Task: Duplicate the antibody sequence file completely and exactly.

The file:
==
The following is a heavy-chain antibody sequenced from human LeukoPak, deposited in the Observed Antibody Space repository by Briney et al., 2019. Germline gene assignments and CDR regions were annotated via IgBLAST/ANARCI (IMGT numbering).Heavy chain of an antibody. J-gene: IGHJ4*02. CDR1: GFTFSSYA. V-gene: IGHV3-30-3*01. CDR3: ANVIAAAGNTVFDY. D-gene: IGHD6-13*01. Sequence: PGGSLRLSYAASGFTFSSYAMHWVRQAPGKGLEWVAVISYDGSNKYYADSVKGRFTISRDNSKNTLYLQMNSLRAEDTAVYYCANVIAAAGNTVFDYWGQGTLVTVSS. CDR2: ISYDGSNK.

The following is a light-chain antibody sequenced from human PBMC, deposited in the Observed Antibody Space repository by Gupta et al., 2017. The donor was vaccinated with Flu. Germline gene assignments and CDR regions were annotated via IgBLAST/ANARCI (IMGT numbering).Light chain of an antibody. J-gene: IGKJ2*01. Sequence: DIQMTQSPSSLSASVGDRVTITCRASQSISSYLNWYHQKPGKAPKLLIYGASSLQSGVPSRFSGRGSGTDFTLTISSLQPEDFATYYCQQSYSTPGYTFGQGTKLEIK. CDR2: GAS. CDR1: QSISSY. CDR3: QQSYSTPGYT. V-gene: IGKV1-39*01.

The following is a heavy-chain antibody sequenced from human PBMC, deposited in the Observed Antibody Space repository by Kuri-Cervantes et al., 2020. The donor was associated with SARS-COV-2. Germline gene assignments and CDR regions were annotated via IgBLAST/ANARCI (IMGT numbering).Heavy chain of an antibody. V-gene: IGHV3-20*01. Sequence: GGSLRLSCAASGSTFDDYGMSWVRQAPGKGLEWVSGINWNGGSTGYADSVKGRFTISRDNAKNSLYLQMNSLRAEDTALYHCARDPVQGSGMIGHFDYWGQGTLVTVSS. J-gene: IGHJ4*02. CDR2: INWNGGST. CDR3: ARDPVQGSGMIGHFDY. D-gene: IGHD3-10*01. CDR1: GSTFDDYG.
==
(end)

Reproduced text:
The following is a heavy-chain antibody sequenced from human LeukoPak, deposited in the Observed Antibody Space repository by Briney et al., 2019. Germline gene assignments and CDR regions were annotated via IgBLAST/ANARCI (IMGT numbering).Heavy chain of an antibody. J-gene: IGHJ4*02. CDR1: GFTFSSYA. V-gene: IGHV3-30-3*01. CDR3: ANVIAAAGNTVFDY. D-gene: IGHD6-13*01. Sequence: PGGSLRLSYAASGFTFSSYAMHWVRQAPGKGLEWVAVISYDGSNKYYADSVKGRFTISRDNSKNTLYLQMNSLRAEDTAVYYCANVIAAAGNTVFDYWGQGTLVTVSS. CDR2: ISYDGSNK.

The following is a light-chain antibody sequenced from human PBMC, deposited in the Observed Antibody Space repository by Gupta et al., 2017. The donor was vaccinated with Flu. Germline gene assignments and CDR regions were annotated via IgBLAST/ANARCI (IMGT numbering).Light chain of an antibody. J-gene: IGKJ2*01. Sequence: DIQMTQSPSSLSASVGDRVTITCRASQSISSYLNWYHQKPGKAPKLLIYGASSLQSGVPSRFSGRGSGTDFTLTISSLQPEDFATYYCQQSYSTPGYTFGQGTKLEIK. CDR2: GAS. CDR1: QSISSY. CDR3: QQSYSTPGYT. V-gene: IGKV1-39*01.

The following is a heavy-chain antibody sequenced from human PBMC, deposited in the Observed Antibody Space repository by Kuri-Cervantes et al., 2020. The donor was associated with SARS-COV-2. Germline gene assignments and CDR regions were annotated via IgBLAST/ANARCI (IMGT numbering).Heavy chain of an antibody. V-gene: IGHV3-20*01. Sequence: GGSLRLSCAASGSTFDDYGMSWVRQAPGKGLEWVSGINWNGGSTGYADSVKGRFTISRDNAKNSLYLQMNSLRAEDTALYHCARDPVQGSGMIGHFDYWGQGTLVTVSS. J-gene: IGHJ4*02. CDR2: INWNGGST. CDR3: ARDPVQGSGMIGHFDY. D-gene: IGHD3-10*01. CDR1: GSTFDDYG.